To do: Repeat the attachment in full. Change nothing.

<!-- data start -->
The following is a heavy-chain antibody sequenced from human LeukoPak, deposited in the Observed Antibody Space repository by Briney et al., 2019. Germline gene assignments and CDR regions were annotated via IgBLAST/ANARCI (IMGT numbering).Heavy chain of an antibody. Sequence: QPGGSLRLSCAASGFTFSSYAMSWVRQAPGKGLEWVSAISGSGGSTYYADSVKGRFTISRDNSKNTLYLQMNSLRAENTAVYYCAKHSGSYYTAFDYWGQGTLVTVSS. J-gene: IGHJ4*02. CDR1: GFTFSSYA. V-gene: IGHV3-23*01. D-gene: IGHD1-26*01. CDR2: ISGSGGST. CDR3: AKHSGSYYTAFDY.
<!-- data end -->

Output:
The following is a heavy-chain antibody sequenced from human LeukoPak, deposited in the Observed Antibody Space repository by Briney et al., 2019. Germline gene assignments and CDR regions were annotated via IgBLAST/ANARCI (IMGT numbering).Heavy chain of an antibody. Sequence: QPGGSLRLSCAASGFTFSSYAMSWVRQAPGKGLEWVSAISGSGGSTYYADSVKGRFTISRDNSKNTLYLQMNSLRAENTAVYYCAKHSGSYYTAFDYWGQGTLVTVSS. J-gene: IGHJ4*02. CDR1: GFTFSSYA. V-gene: IGHV3-23*01. D-gene: IGHD1-26*01. CDR2: ISGSGGST. CDR3: AKHSGSYYTAFDY.